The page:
Luthier Creates the First Vegan Society Certified Violin

Irish-born luthier Padraig O’Dubhlaoidh has crafted a violin according to standards of the Vegan Society and has retained the instrument’s sound quality

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Entirely free of animal products, the vegan violin was made by luthier Padraig O’Dubhlaoidh in his Malvern Hills workshop in England during a COVID-19 lockdown.

According to BBC News, the inlay around the edge of the violin was made from poplar and steamed pear, dyed black. Wild berries and spring water from the Malvern hills behind O’Dubhlaoidh’s workshop were also mixed for the purfling decoration.

The body of the violin is the first in the world to be registered with the Vegan Society’s trademark. Using an £8,000 violin, natural replacements for animal-based glues were applied. 

 

(Image courtesy: BBC News)

 

The Vegan Society is a registered charity and the world’s oldest vegan organization. It was founded in 1944 in the U.K. by Donald Watson, Elsie Shrigley, George and Fay Henderson, among others.

The vegan violin took years of research to complete, amid rising concerns for the environment and is the “culmination of 40-years' experience in violin making, restoration and conservation,” as written on O’Dubhlaoidh’s website.

“I learned a lot about my craft during years of research and ultimately, it was the science of conservation that brought about a series of breakthroughs leading to success,” O’Dubhlaoidh told PBN. “During my experiments, I also discovered that there are unforeseen advantages to a vegan violin.

“Apart from the benefit to animals, society, and our environment, it has become very clear that animal-based glues have harmful effects on violins, inducing powerful tensions on wooden components,” he explained. “The adhesive used in my vegan violins, however, has no such effect. Irrespective of ethics, this is an acoustic improvement,” he deduced.

Crafted with traditional tools and methods, the vegan violin combines new techniques alongside those of history’s greatest violin makers such as Stradivari, Guarneri, and Maggini. 

Historically, the violin and bow have involved horsehair, hooves, horns, and bones for their construction. With vegan violins available, it will not only allow musicians the same or better quality of sound but also raise environmental awareness and protection.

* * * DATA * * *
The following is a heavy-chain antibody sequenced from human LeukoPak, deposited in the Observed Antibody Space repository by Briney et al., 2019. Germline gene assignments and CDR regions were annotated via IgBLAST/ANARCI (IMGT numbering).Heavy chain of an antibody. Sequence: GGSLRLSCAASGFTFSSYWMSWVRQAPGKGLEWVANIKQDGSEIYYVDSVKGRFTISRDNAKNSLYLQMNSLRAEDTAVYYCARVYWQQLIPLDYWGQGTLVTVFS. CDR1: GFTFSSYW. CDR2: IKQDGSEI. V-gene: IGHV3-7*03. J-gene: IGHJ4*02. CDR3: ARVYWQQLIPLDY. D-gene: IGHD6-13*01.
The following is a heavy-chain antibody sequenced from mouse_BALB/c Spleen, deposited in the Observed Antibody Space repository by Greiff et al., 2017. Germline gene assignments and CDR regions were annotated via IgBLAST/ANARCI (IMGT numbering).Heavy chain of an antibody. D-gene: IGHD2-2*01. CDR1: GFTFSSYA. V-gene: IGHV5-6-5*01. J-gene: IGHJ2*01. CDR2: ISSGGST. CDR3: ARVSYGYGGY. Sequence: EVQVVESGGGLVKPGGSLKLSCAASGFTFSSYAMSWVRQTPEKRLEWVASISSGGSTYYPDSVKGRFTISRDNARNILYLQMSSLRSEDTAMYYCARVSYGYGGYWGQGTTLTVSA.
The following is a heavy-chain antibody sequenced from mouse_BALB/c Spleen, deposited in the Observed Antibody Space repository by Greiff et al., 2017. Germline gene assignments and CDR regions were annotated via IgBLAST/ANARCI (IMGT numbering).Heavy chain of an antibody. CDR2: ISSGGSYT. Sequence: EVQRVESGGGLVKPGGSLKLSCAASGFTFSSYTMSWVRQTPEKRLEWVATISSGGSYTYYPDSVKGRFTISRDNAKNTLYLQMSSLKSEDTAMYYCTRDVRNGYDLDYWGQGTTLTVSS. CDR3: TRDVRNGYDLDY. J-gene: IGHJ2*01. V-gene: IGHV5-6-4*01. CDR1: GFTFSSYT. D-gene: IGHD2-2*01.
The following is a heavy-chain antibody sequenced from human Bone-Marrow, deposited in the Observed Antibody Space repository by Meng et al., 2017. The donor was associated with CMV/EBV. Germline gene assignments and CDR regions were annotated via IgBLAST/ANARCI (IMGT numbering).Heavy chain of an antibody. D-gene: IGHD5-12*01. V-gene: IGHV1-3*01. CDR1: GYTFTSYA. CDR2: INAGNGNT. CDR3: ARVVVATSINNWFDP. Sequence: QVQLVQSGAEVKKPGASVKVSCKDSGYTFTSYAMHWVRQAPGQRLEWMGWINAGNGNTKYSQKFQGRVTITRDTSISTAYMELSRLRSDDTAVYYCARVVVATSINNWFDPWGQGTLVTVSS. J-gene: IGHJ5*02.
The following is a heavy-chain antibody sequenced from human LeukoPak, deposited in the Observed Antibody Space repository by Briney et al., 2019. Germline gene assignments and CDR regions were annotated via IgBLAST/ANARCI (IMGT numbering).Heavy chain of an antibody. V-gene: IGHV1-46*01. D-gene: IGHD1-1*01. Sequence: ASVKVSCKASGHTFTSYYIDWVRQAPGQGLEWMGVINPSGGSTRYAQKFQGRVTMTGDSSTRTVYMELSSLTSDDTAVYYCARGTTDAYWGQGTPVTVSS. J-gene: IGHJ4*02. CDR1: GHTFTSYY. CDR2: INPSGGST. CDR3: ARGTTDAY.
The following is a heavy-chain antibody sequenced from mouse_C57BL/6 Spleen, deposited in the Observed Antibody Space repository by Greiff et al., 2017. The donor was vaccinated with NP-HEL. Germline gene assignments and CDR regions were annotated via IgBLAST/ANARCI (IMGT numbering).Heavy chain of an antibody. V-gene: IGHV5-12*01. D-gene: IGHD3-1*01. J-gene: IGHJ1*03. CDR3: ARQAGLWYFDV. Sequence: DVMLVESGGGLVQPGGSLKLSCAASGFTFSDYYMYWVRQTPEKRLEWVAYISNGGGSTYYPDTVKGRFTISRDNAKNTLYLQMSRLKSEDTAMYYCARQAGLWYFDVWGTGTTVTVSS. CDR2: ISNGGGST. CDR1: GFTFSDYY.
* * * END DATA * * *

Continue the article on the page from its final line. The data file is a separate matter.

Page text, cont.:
“This will be music to the ears of so many violinists who have longed for a high-quality instrument that is free from animal products,” said Vegan Society’s marketing manager, Ericka Durgahee.

“Every violin is also completely bespoke with the sound and feel tailored to the player’s individual style and preference,” Durgahee added. “Padraig has done a fantastic job and we’re extremely proud of what he has produced.”

After graduating from the Welsh College of Violin Making, O’Dubhlaoidh served as a violin maker at a leading Austrian conservatoire and collaborated with violinist Eduard Melkus and the Vienna Philharmonic Orchestra

O’Dubhlaoidh’s instruments have been played at high-profile venues, including Buckingham Palace, the White House, Carnegie Hall, and the Royal Albert Hall.

 

Padraig O'Dubhlaoidh (Photo courtesy: BBC News)

 

After being asked to make a vegan violin some years ago, he pondered the idea. “It was an intriguing question,” he told BBC News. “I thought how many vegans are there, potential musicians whose ethics won't allow them to play the violin — it must be awful.

“The world is changing a lot at the moment...particularly the young generation...they’re making big changes in the world and I'm very proud of it.”

A long-time campaigner for sustainable and ethical violin-making, O’Dubhlaoidh is also working to conserve the endangered Amazonian Pernambuco forests used to make violin bows.

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